# Real-Time Control and Identification of a Thermal Process Based on Multiple-Modeling Approach.

код для вставкиСкачатьDev. Chem. Eng. Mineral Process. 13(3/4), pp. 221-232, 2005. Real-Time Control and Identification of a Thermal Process Based on MultipleModeling Approach A. Aminzadeh*, A.A. Safavi and A. Khayatian School of Engineering, Shiraz University,Zand Avenue, Namazi Square, Shiraz, I.R. of Iran This article presents implementation of Real-Time Control and Identification algorithms based on a Multiple-Modeling approach for an experimental thermal process. The thermal process is a nonlinear plant; therefore, based on variations of the input and disturbance, four local operating regimes are defned. The linear local ARMAX models are identified for diflerent regimes and integrated into a NARMAX model by combining them via proper validity and interpolation functions. Results of modeling the plant with a single model and multiple models show superior peqormance of the Multiple-Modeling technique which is also more flexible. Moreover, the Real-Time Control of the plant with four locally designed controllers is addressed. The platform used for the Real-Time implementation is Matlab/Simulinld Real-Time-Workshop with Visual C++ and Watcom compilers using a DAQ interface. The Real-Time application of the global controller based on the MultipleModel approach demonstrates excellent pe$ormance for this design when compared to a single PID controller. Introduction Usually it is extremely difficult to identify a model that accurately matches a nonlinear plant in all operating regimes [I-91. Even if such a model can be identified, controller design may be also difficult. Therefore, it is quite attractive to use an approach wherein local multiple models are identified at the different regions of operation and controller design is carried out based on these models. This allows us to invoke simple linear models to represent a nonlinear system, and then systematically design the controllers [4]. There are many advantages of using multiple models; such as flexibility in selecting the modeling methods (e.g. transfer fimction or state space), capability for different presentations (e.g. continuous time or discrete time) [4-5 3, and * Author for correspondence (arash-aminzadeh@yahoo. com). 22 I A . Aminzadeh, A.A. Safavi and A . Khayatian other cases such as noise and disturbance reduction. Moreover, this method can be applied easily for online control of real systems with high speed and accuracy [3,7-81. Multiple modeling control has been a research tool in various applications. One conventional method that guarantees the stability of a global system, and includes some local sub-systems or controllers, is addressed in [2] and is called simultaneous stabilization. Necessary and sufficient conditions for control stability are presented and the method is used for three SISO plants to m SISO plants. Johansen and Foss [5] showed an empirical modeling of a heat transfer process using local models and interpolation. Narendra et al. (71 introduced a general methodology for performance improvement of dynamical system operating in rapidly varying environments. Both linear and nonlinear plants are considered, and an indirect approach based on multiple models is used for control. The article also presents a general architecture for indirect adaptive control using neural networks (NN). Gregorcic and Lightbody [3] compared pole-placement self-tuning control with the multiple model approach for the control of a highly nonlinear process. A nonlinear continuous stirred tank reactor (CSTR) process is used to highlight some of the difficulties associated with self-tuning control. Another attractive application of the multiple model approach is Supervisory Multiple Model Control (SMMC); this technique selects the proper mechanism by Multiple Model Observer (MMO) based on suitable frequency ranges [9]. Many interesting problems with multiple modeling approaches have been reviewed [ 101. In this paper, we have developed the multiple model-based method in a simple way, but also consideration of its real-time implementation. Although an advanced local controller can be designed, simple PID controllers are considered to emphasize the benefit of the multiple model approach for real-time implementation. Extension to a more advanced controller, such as pole placement, MPC or LQR, is straightforward. The system used in this paper is an experimental heating plant with an air tube which contains a heating element as input; temperature sensor as output;and an air damper as a disturbance [4-5, 81. It is desirable to control the output temperature of this system. The main reason for using the multiple model approach is the special nonlinear behavior of this system [ 1 1-12]. Developing the Data Acquisition (DAQ) software for real-time control can be a difficult task, often resulting in software that is inflexible, hard to maintain and difficult to modify, especially if the specifications of the hardware involved change [13]. Therefore, another goal here is to apply the Real-Time-Control signals to the actual process. This requires advanced methods of sending and receiving data that are compatible with the special software and hardware equipment such as (DAQ) [13-141. The thermal-process is connected to a computer with the Matlab/Simulink environment using the required interfaces [ 15-17]. The Thermal Process Description Consider the experimental heating plant schematically depicted in Figure 1. The experimental process consists of a tube, an air damper, a heating element and a temperature-measuring device. Air enters the tube and is warmed up by the heating element. The temperature of the air is measured by the temperature sensor and is fed back to the controllers to make a proper signal. The variables are: 222 Real- Time Control and Identification Based on Multiple-Modeling Approach II, Sensor -+j- Measured Output YW AIR Figure 1. Schematic of the real thermal process Input voltage u(t) applied to the heater, and is changed by the fire angle of a BT137 Triac. Fan dnver voltage v(t) is considered as a disturbance, and is changed by the potentiometer which controls the fan driver containing two BD-140and 2N-3055 transistors. 0 Output temperature y(t) is measured by an LM-35 transistor, and amplified by an OP-07Op-Amp. The measured output sensitivity is 1V/20°C. The goal is to implement multiple model control in order to set the output temperature of the plant at a desired temperature, regardless of fan dnver disturbances. Real-Time Control and Data Acquisition Platform For implementing identification and control algorithms, the thermal process is connected to a computer via a PCL-818HG DAQ-card of Advantech Company which is a high-gain, high-performance multifunction data acquisition card for IBM PC/XT/AT or compatible computers. It offers the five most desired measurement and control functions, namely: 12-bit A/D conversion, D/A conversion, digital input, digital output and timerkounter [ 151. This card contains a main board whch connects to the Industry Standard Architecture (ISA) slot on the PC-Mother-Board, a terminal board whch connects to the real process in order to send and receive data, and a connector cable 37-pin to link these two boards. There are two modes whch can be used for several applications by changing the jumpers of the DAQ card: differential mode with 16 channels; and single ended mode with 8 channels. Depending upon the terminal board properties [15], single ended mode by grounding other channels is used. This allows measurement of low frequency and DC signals for slow system dynamics. This DAQ-Card acts as an interface between the software environment (Matlab/Simulink/Real-Time-Workshop) and the heating plant to be controlled. The control system framework is shown in Figure 2. To develop the necessary software for data acquisition, the model file in the Simulink environment should be generated. Then, the required files for sending and receiving data should be created. This can be done by defaulting Visual C++,Watcom and Java compilers in the Matlab environment to make a link with an ISA slot [16-171. This algorithm is called build a model whch generates the following codes: 223 A . Aminzadeh, A.A. Safavi and A . Khayatian The Experimcnfal Heating Planc (Thermal Pmecns) Data Acquisition Interface on ISA (Advantcch PCLBIBHG Card) MatlablSirnuIinLlReal-TimeWorkshop Environment (Including VC++. Watcom d Java Compilm) Figure 2. Control systemfiamework. 0 0 0 0 0 Invoking Target Language Compiler Real Time Source File Model Header File Parameter Header file Registration Header File Data Type Transition C File 0 0 0 0 Project Maker File Real Time Windows Target Module Dynamic Link Library File Intermediate Object File Batch File After creating the above functions the external simulation in Simulink can be started using the real data on the DAQ buses. Modeling, controlling, sending and receiving signals of a heating process are discussed in the following sections. Multiple Modeling Approach Based on the Process Operating Regimes Any model has a limited range of validity. The model restrictions may be due to the assumptions made for a mechanistic model, or by the experimental conditions under which the data was logged for an empirical model. To emphasize this, a model that has a range of validity less than the desired one is called a local model, as opposed to a global model being valid over the full range of operation. We are concerned with a modeling framework that is based on combining a number of local models, where it is of particular importance to describe the region in which each local model is valid. We call such a region an operating regime [18]. When different local models are found, each local model will have a relative validity in its operating regime [4]. The framework for a multiple model approach can be conceptually illustrated as shown in Figure 3. The full range of system operation is completely covered by a number of possibly overlapping operating regimes. In each operating regime the system is modeled by a local model, and the local models can be combined into a global model using an interpolation technique. One motivation behmd this framework is that global modeling is complicated because of the need to describe the interactions between a large number of phenomena that appear globally. Alternatively, local modeling may be considerably simpler because locally there may be a smaller number of phenomena that are relevant, and their interactions are simpler [4j. 224 Real- Time Control and Mentifieation Based on Multiple-Modeling Approach Regime 1 Regime 4 Regime 2 Figure 3, The set of two-dimensional operating points is decomposed into four regimes; the vector z(t) = (zl(t); z2(t)) is the operating point [4]. For some applications, a model may be required that only describes the input'output behavior of the system (i.e. the system is considered as a black box). The ARMAX model representation is a well known linear inputloutput model representation, while the NARMAX (Nonlinear ARMAX) model representation is an extension that represents the model as a nonlinear mapping ofpast inputs, outputs and noise terms to future outputs [19]. Consider the NARMAX model representation: This can be used to represent the observable and controllable modes of a large class of discrete-time non-linear systems. Here y ( t ) E Y c R" is the output vector, u(t) E U c R' is the input vector, and e(t) E E c R" is the noise vector. Assume n,n, and n, are known constants representing delays in output, input, and noise vectors, respectively. When describing a system, the crucial problem is constructing the nonlinear h c t i o n f : Y + R" . Therefore, introduce the (m(n, + n e ) + 'nu) dimensional information vector: v(t-1)=b<t-1) ... y ( r - n , ) u(t-1) ... u(t-n,) e(t-1) ... e ( t - n , ) p -..@I belonging to the set Y = Y"' X U " "x E"=. This allows Equation (1) to be rewritten in a compact form: Y O ) = f (w(t - 1)) + e(t) ...(3) Provided that necessary smoothness conditions on f are satisfied, a general way of approximating f is by series expansions. A first-order Taylor-series expansion about an equilibrium point yields an ARMAX model. Higher-order Taylor-expansions are also possible, but are not very useful in practice because the number of parameters in the model increases rapidly with the expansion order, and because of the poor extrapolation and interpolation capabilities of higher-order polynomials. Splines offer one possible solution to this problem. A representation closely related to splines in spirit, but still very different for multi-dimensional modeling problems, is based on 225 A, Aminzadeh, A.A. Safavi and A . Khayatian patching together local models [4]. For the optimal combination of local models, suppose N local models (indexed by i E {1,2,. .., N } ) : are available, and the different local models are accurate under certain operating conditions. Hence, under some operating conditions there may be several accurate local models, while no local model may be accurate under other conditions. Suppose the relative validity (or relevance) of each local model is indicated by the weighting functions p, ,&,...,pN :y + [0,1]. If at a given ry E y the local model indexed with i is accurate, then p, ( w ) will be close to one, while pi ( w ) is close to zero for all ry E y where local model i is inaccurate. We essentially seek a global model: YO)= ... ( 5 ) Z W - 1)) + e(t> based on a combination of the local models (Equation 4). From the definition of is natural to require that, icy) should be close to is large. This suggests that i(~) at those v/ EY pi,it where & ( w ) should be selected such that a criterion given by: ...(6) is minimized where 1 -1 is the Euclidean norm. It can be shown by a theorem [4] that if the function h,j2,.,.,jN belong to ~ " ( ~ the 1 , set of all continuous m-dimensional functions defined on Y and also p, (vl), 0,for all (v E Y , then the function defrned by: c;, i ...(7) . ..(8) minimizes A4 on c " ( ~ [4, ) 61. Equation (7) implies that regardless of A(,,,) and P , ( ~ values, ) in order to minimize ~ ( jin )Equation (6), j ( v ) should be chosen as a weighted linear combination of local models J(v) and weighted functions F , ( ~ ) . Proof of this result is available [4]. There are degrees of freedom in selecting the from local system behavior such that a and ij,(w) values. First select minimum root mean square error is achieved, then F , ( ~ )is selected such that it is close to one where local model i is accurate and close to zero elsewhere. The popular choices for p, (v) are Gaussian and fuzzy membership functions. In this paper are selected as local ARMAX models and ~ ( are~ common 1 Gaussian functions, as described in the following sections. 226 Real-Time Control and Identification Based on Multiple-Modeling Approach Modeling and Identification of the Thermal Plant In order to identifying the thermal process, two approaches are considered in tfus section. In the first approach, a single ARMAX model is developed to predict the system input-output and disturbance-output behaviors. In the second approach, several local linear ARMAX models are identified for different operating regimes and a global model will be generated by patching them together. Although a semimechanistic model exists which can predict the thermal process behavior [20-2 11, we choose to compare only the single ARMAX model and the multiple model approach. Comparison with the semi-mechanistic approach is provided elsewhere [22]. Single ARMAX Model Identification To identify the system, the data sequences fiom the thermal process as shown in Figure 4 are used. The sampling interval, due to the long time constant of the system and its slow dynamics, is chosen as At = 0.1 s and the sequence contains about 10,000 samples. The input ~ ( tE)[0,2] volts is selected to be an exciting signal with normal random distribution covering the full range of input operation. The fan speed that vanes with its dnver voltage ~ ( tE)[3,5]volts and acts as the disturbance is selected to have deviation over the full range of its operation in a pseudo-random manner. Using standard identification techniques [23] with the data sequences collected at room temperature, the following ARMAX model for the overall range of variations of input and disturbance is obtained: H(2)= Y ( 2 ) - -0.000616~+0.001445 , U ( 2 ) z 2 - 1.77222 + 0.77269 G(z) = Y ( 2 ) - 0.0048629~+ 0.004855 = V(2) 2’ - 1.77222 0.77269 f where the output is given by: Y(z)=H(z) U(z)f G(z) V(z) 49) This model is simulated in order to estimate the temperature of the heating plant, and the results are compared with the actual output temperature as shown in Figure 5 . Multiple Model Based Identification The single ARMAX model developed in the previous section is not sufficiently accurate for the entire operating region of the non-linear thermal process. Hence the need to search for accurate local models at some smaller operating regions, and the different operating regimes of the process should first be identified. Then, a wide range of step changes to both input and disturbance in each operating regime is applied to the process, and the resulting output samples are collected. Th~sprocedure provides rich mformation for identifjmg the system operating regimes. It is obvious that the steady state response of the plant depends on both u(t) and v(t). There are several methods of searchmg algorithms for optimal decomposition of the overall plant into different operating regimes [19, 241. Most of these algorithms are heuristic and depend on exhaustive search methods to find the best operating regimes. Depending upon the steady-state response gain characteristic [22], we chose 22 7 A. Aminzadeh, A.A. Safavi and A. Khayatian Tlme (smc) T i m (sac) Figure 4. Applied data sequences used for identification Tlma (sac) Figure 5. Simulation of an ARMAX modeling. to combine four local ARMAX model structures into an NARMAX model structure. The input and disturbance deviations are thus decomposed into the following separate regimes: Regime #I: ~ ( tE) [OJ] v(t) E [3,4], Regime #2: ~ ( tE) [0,1] v(t) E [4,5] Regime #3: u(t)E [1,2] v(t)E [3,4] , Regime #4: u(t) E [1,2] v(t) E [4,5] Four separate data sequences, with the necessary deviations in each operating regime, are generated in order to identify the local ARMAX models as shown: H,,( 2 ) = - 0.00045&' + 0.00052@ H,&)= Z' - 1.285,lod t 2 G1l(z)= Z' - 1.9838z+0.9839 -1.983&+0.9839 - 0.00072~'+ 0.000804~ Z' 1.97652 + 0.9766 - -0.001 13z3 +O.O01184Z' HZI(2)= 2' - I ,09732' -0.97062 t0.8879 H2'0 )= - 0.003962' + 0.007835~ Z' - 0.72732 - 0.2697 G,,(z) = G'l(z'= 2' 2'- G2:( 2 ) = - 2.553.10-"z ' - 1.9765~+ 0.9766 - I .3 I2 . lo-' z' 1.0473~'-0.47062+0.6879 - 4.789 .\o-J2' z 2 - 0,72732 - 0.2697 where the output of each local model is obtained from a relationship similar to Equation (9). The errors between model and actual plant are calculated based on the normalized root mean square error (NRMSE) [25], as shown in Table 1 for each operating regime. Table 1. Errors of the identifed locaI models. Model Local Model #I Local Model #2 228 NRMSE 0.0801 0.0973 Model Local Model #3 Local Model #4 NRMSE 0.1006 0.0253 Real- Time Control and Identification Based on Multiple-Modeling Approach Validity and Interpolation Functions To combine the four local ARMAX models into an NARMAX model in a smooth manner, define a validity hnction which shows the relative validation of each local model. The validity functions are considered as two-dimensional Gaussian functions: where ui and vi are mean input and disturbance, and o, and ov are their conesponding standard deviations. According to Equation (8), the interpolation functions can be defined as: An important task is to choose the best standard deviations for the validity functions such that minimum NRMSE can be achieved. The variations of NRMSE versus changes in standard deviations of input and disturbance is shown in Figure 6. The best values of a, and a,can be selected from this diagram, namely a, = 0.43, and ov= 0.40. The selected interpolation and validity functions are shown in Figure 7. Figure 6. NRMSE vs. variance deviations. Figure 7. Validity and interpolation functions. The model output can be found by combining the outputs of local models with interpolating functions that change with the values of input and disturbance. The performance of the multiple model approach for the same test data sequences used for single ARMAX model approach (see Figure 4) is illustrated in Figure 8. An analysis of the errors of identified models shows that the NRMSE values of the single ARMAX model approach and the NARMAX multiple model approach are 0.1453 and 0.0517, respectively. It is evident that the multiple model performs much better than a single ARMAX model acting globally. 229 A , Aminzadeh, A.A. Safavi and A . Khayatian Real-Time Control and the Implementation Results In this section the procedure for designing the Real-Time control system is presented. The global controller for the thermal process consists of four local digital PID filters [26], with the following structure: D ( z ) = a, + qz-' + a2z-* , a o = K p + KIT - t - KD 1 + 4.-' + b2z-2 2 T a,=-K,,+K,T/2-2KD/T, a 2 = K o / T , 4 = - 1 , b 2 = 0 ,.(12) where K p , KIand KD are the proportion, integration and differentiation coefficients. There are several methods to tune the PID controllers by auto-calibration [27]. One practical method is a dynamic system simulation for Matlab which is called nonlinear control design (NCD) [28]. The NCD blockset uses time domain constraint bounds to represent lower and upper bounds on response signals. Constraint bounds can be changed to meet the best performance. Based on the best constraint bounds which are reached, hence the input is in the allowable range of DAQ interface, (0-5 volts), the following digital controllers for each of the local models are designed as: D,,(z) = (195.5-385.52-' +190~-*)/(1-~-'), D,,(z) = (205-405~-' + 2 0 0 ~ - ~ ) / ( 1 - ~ - ' ) , D,,( 2 ) = (186 - 3 6 6 ~ -+' 180~-')/(1- Z-I), D 2 2 (= ~ (2 ) 15 - 425z-I + 2 102-') /(I - Z-') These controllers are combined via the validity and interpolation h c t i o n s (found in the previous section) to obtain the global controller for the thermal plant. The implementation is shown in Figure 9. The saturation function at the output port limits the level of the control signal applied to the DAQ card, hence avoiding the unbounded signals. In order to illustrate the performance of the multiple model controller, three random setpoint changes at 15, 120 and 160 seconds together with disturbance changes at 35, 140 and 270 seconds (with 20 seconds duration) were applied as shown in Figure 10. The results with a single PID controller (designed by NCD blockset with the best constraint bounds) and comparison with the multiple-model based control are shown in Figure 11, it is clear that the multiple model shows better performance (e.g. lower overshoot). 230 Real-Time Control and Jdentlfication Based on Multiple-Modeling Approach Figure 9. Block diagram of real-time control system. Figure 10. Applied setpoints and disturbances. Figure 11. Closed-loop responses. Conclusions We have presented an evaluation of multiple-model based control and identification of a nonlinear thermal process. After defining several operating regimes for the operation of the nonlinear process, local modeis and local controllers were developed. These models and controllers were then combined in order to find a global model and a global controller. T h s method simplifies the modeling and control of complex systems. In addition, a useful environment was set up for real-time implementation on the experimental nonlinear thermal process. References 1. Bar-Shalom, Y ., and Blair, W.D. 2000. Multitarget-Multisensor Tracking, Application and Advances, Volume 111, Artech House Inc. 2. Femandez-Anaya, G., and Escandon-Alcazar, L.G. 1997. Simultaneous Stabilization of rn SISO plants, Necessary and Sufficient Conditions, Inr. Con/: Conrro1'97, Cancun. Mexico, 140-142. 231 A. Aminzadeh, A.A. Safavi and A. Khayatian 3. Gregorcic, G., and Lightbody, G. 2000. A Comparison of Multiple Model and Pole-Placement SelfTuning for the Control of Highly Nonlinear Processes, In Proc. Irish Sig S’st. Con$, June 2000, 303311. 4. Johansen, T.A. 1994. Operating Regime based Process Modeling and Identification, PhD Thesis, Dept. of Eng.Cybernetics, University of Trondheim,Norway. 5. Johansen, T.A., and Foss, B.A. 1995. Empirical Modeling of a Heat Transfer Process using Local Models and Interpolation, Amer. Contr. Con$, Seattle. USA, 3654-3658. 6. Johansen, T.A., and Foss, B.A. 1997. Operating Regime based Process Modeling and Identification, Comput. Chem. Eng., 21, 159-176. 7. Narendra, K.S.;Balakrishnan, J., and Ciliz, M.K. 1995. Adaptation and Learning Using Multiple Models, Switching and Tuning, JEEE Contr.Syst., June 1995.37-51. 8. Palizban, H.A.; Safavi, A.A., and Romagnoli, J.A. 1997. A Practical Multi-Model Approach for Controlling Nonlinear Process, Control 97, Iasted-Acta Press, 169-174. 9. Rodriguez, J.A.; Romagnoli, J.A., and Goodwin, G.C. 2003. Supervisory Multiple Regime Control, J. Process Control, 13,177-191. 10. Johansen, T.A., and Foss, B.A. (Eds). 1999. Special Issue on Multiple Model Approaches to Modeling and Control, Inf. J. Confrol,72(7/8). I I. Holman, J.P. 1981 Heat Transfer, 5th ed., McGraw-Hill, New York. 12. Incropera, F.P., and De Witt, D.P. 1991. Fundamentals of Heat and Mass Transfer, 3rd ed., John Wiley, New York. 13. Moallem, M. 2001. Distn’buted Real-Time Control and Data Acquisition of Free-Elecbon Laser Beams, IEE Comput. Control Eng. J., 179-187. 14. The Mathworks Inc. 1999-2001.Data Acquisition Toolbox User’s Guide, Version 2.0. IS. Advantech High-performance DAS card, 1994. PCL-818HG User’s Manual, 2nd ed. 16. The Mathworks Inc. 1999. Real-Time Windows Target User’s Guide, Version 1.0. 17. Microsoft Visual Studio, 1994-1998. Visual C* User’s Guide, Version 6.0. 18. Johansen, T.A., and Foss, B.A. 1995 Semi-Empirical Modeling of Non-Linear Dynamic Systems through Identificationof Operating Regimes and Local Models, Springer Verlag. 19. Johansen, T.A., and Foss, B.A. 1993. Constructing NARMAX models using ARMAX models, Int. J. Control, 58, 1125-1 153. 20. Franklin, G.F.; Powell, J.D., and Workman, M.L. 1994. Digital Control of Dynamic Systems, 2nd ed., Addision-Wesley Publishing Co., USA. 21. Lindskog, P., and Ljung, L. 1994. Tools for semi-physical modeling, in Preprints IFAC Symp. Syst. Jdentijcution, Copenhagen, 3,231-242. 22. Aminzadeh, A. 2003. A Real-Time Application of an Advanced Multiple-Model Based Control to a Thermal Process, M.Sc. Thesis, School of Engineering, S h i m University, Iran. 23. Ljung, L. 1999. System Identification Theory for the User, Prentice-Hall, USA. 24. Johansen, T.A., and Foss, B.A. 1995. Identification of Non-linear System Structure and Parameters using Regime Decomposition, Automotica, 31,321-326. 25. Atiya, A.F.; El-Shoura, S.M.; Shaheen, S.I., and El-Sherif, M.S. 1999. A Comparison Between NeuralNetwork Forecasting Techniques Case Study: River Flow Forecasting, IEEE Trans. Neural Networks, 10(2), 402-409. 26. Phillips, C.L., and Nagle, H.T. 1984. Digital Control System Analysis and Design, Prentice-Hall, USA. 27. Voda, A.A., and Landau, I.D. 1995. A Method for the Auto-calibration of PID Controllers, Auromarica, 3l(l), 41-53. 28. The Mathworks Inc. 1997. Nonlinear Control Design User’s Guide, Version 5.0. - Received: 11 September 2003; Accepted after revision: 20 May 2004. 232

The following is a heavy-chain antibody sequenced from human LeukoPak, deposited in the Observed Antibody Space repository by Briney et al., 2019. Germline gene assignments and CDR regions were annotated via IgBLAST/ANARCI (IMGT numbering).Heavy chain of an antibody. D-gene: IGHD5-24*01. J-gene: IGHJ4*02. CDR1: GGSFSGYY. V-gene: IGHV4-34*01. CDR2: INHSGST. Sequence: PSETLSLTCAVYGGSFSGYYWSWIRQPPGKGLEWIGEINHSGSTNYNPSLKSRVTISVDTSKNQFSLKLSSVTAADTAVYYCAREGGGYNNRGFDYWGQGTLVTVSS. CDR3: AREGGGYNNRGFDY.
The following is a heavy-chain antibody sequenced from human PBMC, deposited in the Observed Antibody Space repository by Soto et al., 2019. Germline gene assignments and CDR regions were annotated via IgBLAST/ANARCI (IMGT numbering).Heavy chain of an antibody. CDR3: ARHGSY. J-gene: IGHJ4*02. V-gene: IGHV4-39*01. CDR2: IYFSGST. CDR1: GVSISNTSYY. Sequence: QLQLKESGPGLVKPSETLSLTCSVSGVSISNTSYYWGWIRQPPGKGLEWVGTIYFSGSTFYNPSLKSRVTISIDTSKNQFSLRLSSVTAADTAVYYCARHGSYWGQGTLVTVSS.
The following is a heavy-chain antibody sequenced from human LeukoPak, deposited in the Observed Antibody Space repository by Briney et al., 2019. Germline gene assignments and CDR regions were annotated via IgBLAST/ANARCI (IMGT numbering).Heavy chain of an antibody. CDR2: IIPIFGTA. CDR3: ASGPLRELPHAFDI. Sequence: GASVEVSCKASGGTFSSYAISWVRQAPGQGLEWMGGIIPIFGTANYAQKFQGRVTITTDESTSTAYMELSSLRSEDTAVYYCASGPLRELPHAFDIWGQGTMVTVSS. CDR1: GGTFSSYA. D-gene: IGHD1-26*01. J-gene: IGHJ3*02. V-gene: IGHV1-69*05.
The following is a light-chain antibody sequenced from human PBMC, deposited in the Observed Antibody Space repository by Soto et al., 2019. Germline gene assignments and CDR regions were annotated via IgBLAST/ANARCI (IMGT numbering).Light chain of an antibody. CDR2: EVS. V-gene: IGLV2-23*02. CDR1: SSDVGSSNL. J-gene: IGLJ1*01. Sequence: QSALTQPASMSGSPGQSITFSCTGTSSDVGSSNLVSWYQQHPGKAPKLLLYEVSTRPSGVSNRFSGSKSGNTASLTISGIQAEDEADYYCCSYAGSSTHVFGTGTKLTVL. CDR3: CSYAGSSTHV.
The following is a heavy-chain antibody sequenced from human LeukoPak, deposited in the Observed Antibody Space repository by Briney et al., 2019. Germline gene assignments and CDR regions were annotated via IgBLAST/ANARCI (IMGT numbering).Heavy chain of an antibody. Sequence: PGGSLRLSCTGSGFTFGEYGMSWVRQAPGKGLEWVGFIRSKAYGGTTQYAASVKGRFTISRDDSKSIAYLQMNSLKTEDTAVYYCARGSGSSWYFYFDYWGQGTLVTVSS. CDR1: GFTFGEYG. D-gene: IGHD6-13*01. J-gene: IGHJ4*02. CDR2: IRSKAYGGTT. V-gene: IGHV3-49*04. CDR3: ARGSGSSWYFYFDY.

1/--страниц